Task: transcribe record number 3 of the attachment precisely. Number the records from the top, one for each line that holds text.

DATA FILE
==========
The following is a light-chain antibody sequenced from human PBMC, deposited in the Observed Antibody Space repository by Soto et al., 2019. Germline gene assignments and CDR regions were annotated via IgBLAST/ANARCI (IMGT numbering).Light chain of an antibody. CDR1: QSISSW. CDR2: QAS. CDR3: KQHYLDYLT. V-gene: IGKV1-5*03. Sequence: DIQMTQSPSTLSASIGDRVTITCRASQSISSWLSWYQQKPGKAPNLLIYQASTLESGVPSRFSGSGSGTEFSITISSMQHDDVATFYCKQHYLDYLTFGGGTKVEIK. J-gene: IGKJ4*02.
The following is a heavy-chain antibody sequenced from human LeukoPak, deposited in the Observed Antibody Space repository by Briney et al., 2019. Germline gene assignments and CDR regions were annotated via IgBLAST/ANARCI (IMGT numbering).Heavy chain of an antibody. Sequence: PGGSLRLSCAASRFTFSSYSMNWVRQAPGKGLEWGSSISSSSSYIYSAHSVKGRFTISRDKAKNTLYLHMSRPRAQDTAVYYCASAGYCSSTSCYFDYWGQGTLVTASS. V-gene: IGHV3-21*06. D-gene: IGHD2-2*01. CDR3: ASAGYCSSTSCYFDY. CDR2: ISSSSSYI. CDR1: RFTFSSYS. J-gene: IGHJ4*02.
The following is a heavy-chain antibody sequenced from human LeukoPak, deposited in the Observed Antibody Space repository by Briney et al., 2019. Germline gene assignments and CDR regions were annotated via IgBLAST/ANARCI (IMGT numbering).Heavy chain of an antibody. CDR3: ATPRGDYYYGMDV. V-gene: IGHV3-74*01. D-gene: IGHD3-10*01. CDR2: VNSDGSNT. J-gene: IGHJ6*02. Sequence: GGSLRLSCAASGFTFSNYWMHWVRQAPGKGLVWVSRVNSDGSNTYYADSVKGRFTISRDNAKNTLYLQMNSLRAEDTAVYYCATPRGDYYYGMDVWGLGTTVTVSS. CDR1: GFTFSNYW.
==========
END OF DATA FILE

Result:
The following is a heavy-chain antibody sequenced from human LeukoPak, deposited in the Observed Antibody Space repository by Briney et al., 2019. Germline gene assignments and CDR regions were annotated via IgBLAST/ANARCI (IMGT numbering).Heavy chain of an antibody. CDR3: ATPRGDYYYGMDV. V-gene: IGHV3-74*01. D-gene: IGHD3-10*01. CDR2: VNSDGSNT. J-gene: IGHJ6*02. Sequence: GGSLRLSCAASGFTFSNYWMHWVRQAPGKGLVWVSRVNSDGSNTYYADSVKGRFTISRDNAKNTLYLQMNSLRAEDTAVYYCATPRGDYYYGMDVWGLGTTVTVSS. CDR1: GFTFSNYW.